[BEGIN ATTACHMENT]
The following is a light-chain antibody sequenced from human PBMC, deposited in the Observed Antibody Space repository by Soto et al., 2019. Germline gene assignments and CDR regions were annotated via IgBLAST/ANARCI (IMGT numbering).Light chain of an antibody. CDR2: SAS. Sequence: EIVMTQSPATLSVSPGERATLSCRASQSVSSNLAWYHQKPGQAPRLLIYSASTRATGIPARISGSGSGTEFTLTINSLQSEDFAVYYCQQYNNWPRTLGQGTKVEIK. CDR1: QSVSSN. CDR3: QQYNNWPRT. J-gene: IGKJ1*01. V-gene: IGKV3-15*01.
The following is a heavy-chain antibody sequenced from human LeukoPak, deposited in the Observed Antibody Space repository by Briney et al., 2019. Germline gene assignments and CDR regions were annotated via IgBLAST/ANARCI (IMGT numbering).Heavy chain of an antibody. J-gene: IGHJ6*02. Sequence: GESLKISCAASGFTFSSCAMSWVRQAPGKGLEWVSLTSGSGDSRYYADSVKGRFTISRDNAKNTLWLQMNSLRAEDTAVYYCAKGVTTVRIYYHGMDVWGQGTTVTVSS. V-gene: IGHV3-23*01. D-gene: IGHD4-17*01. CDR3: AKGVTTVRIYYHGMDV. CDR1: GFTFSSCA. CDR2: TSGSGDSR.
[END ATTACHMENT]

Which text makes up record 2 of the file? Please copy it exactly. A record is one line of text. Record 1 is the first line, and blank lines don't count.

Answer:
The following is a heavy-chain antibody sequenced from human LeukoPak, deposited in the Observed Antibody Space repository by Briney et al., 2019. Germline gene assignments and CDR regions were annotated via IgBLAST/ANARCI (IMGT numbering).Heavy chain of an antibody. J-gene: IGHJ6*02. Sequence: GESLKISCAASGFTFSSCAMSWVRQAPGKGLEWVSLTSGSGDSRYYADSVKGRFTISRDNAKNTLWLQMNSLRAEDTAVYYCAKGVTTVRIYYHGMDVWGQGTTVTVSS. V-gene: IGHV3-23*01. D-gene: IGHD4-17*01. CDR3: AKGVTTVRIYYHGMDV. CDR1: GFTFSSCA. CDR2: TSGSGDSR.